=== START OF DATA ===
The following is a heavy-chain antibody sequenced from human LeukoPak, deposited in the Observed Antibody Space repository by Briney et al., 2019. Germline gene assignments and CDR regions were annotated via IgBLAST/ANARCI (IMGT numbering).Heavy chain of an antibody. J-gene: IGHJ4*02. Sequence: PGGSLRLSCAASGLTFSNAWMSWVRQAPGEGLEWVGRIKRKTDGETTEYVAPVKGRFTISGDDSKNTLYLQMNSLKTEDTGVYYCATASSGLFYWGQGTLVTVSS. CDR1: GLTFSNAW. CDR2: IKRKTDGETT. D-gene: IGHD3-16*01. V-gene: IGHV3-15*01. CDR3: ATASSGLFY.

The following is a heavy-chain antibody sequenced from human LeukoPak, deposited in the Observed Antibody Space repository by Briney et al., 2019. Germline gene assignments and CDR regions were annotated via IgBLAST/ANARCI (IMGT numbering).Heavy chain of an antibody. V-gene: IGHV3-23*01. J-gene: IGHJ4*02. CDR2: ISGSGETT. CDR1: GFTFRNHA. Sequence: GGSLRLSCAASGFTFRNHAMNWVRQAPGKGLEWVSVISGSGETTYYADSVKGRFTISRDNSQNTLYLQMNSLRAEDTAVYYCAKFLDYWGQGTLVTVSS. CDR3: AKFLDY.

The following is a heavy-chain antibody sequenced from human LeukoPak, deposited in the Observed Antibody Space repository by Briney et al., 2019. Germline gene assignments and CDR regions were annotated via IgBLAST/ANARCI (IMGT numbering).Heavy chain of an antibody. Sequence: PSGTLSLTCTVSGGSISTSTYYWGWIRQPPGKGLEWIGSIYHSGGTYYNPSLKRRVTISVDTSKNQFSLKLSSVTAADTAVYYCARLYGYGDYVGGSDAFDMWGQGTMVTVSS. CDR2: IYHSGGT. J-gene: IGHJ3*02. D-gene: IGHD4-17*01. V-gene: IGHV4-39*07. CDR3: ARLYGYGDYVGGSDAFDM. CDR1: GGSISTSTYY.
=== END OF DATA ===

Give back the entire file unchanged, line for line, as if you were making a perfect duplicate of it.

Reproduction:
The following is a heavy-chain antibody sequenced from human LeukoPak, deposited in the Observed Antibody Space repository by Briney et al., 2019. Germline gene assignments and CDR regions were annotated via IgBLAST/ANARCI (IMGT numbering).Heavy chain of an antibody. J-gene: IGHJ4*02. Sequence: PGGSLRLSCAASGLTFSNAWMSWVRQAPGEGLEWVGRIKRKTDGETTEYVAPVKGRFTISGDDSKNTLYLQMNSLKTEDTGVYYCATASSGLFYWGQGTLVTVSS. CDR1: GLTFSNAW. CDR2: IKRKTDGETT. D-gene: IGHD3-16*01. V-gene: IGHV3-15*01. CDR3: ATASSGLFY.

The following is a heavy-chain antibody sequenced from human LeukoPak, deposited in the Observed Antibody Space repository by Briney et al., 2019. Germline gene assignments and CDR regions were annotated via IgBLAST/ANARCI (IMGT numbering).Heavy chain of an antibody. V-gene: IGHV3-23*01. J-gene: IGHJ4*02. CDR2: ISGSGETT. CDR1: GFTFRNHA. Sequence: GGSLRLSCAASGFTFRNHAMNWVRQAPGKGLEWVSVISGSGETTYYADSVKGRFTISRDNSQNTLYLQMNSLRAEDTAVYYCAKFLDYWGQGTLVTVSS. CDR3: AKFLDY.

The following is a heavy-chain antibody sequenced from human LeukoPak, deposited in the Observed Antibody Space repository by Briney et al., 2019. Germline gene assignments and CDR regions were annotated via IgBLAST/ANARCI (IMGT numbering).Heavy chain of an antibody. Sequence: PSGTLSLTCTVSGGSISTSTYYWGWIRQPPGKGLEWIGSIYHSGGTYYNPSLKRRVTISVDTSKNQFSLKLSSVTAADTAVYYCARLYGYGDYVGGSDAFDMWGQGTMVTVSS. CDR2: IYHSGGT. J-gene: IGHJ3*02. D-gene: IGHD4-17*01. V-gene: IGHV4-39*07. CDR3: ARLYGYGDYVGGSDAFDM. CDR1: GGSISTSTYY.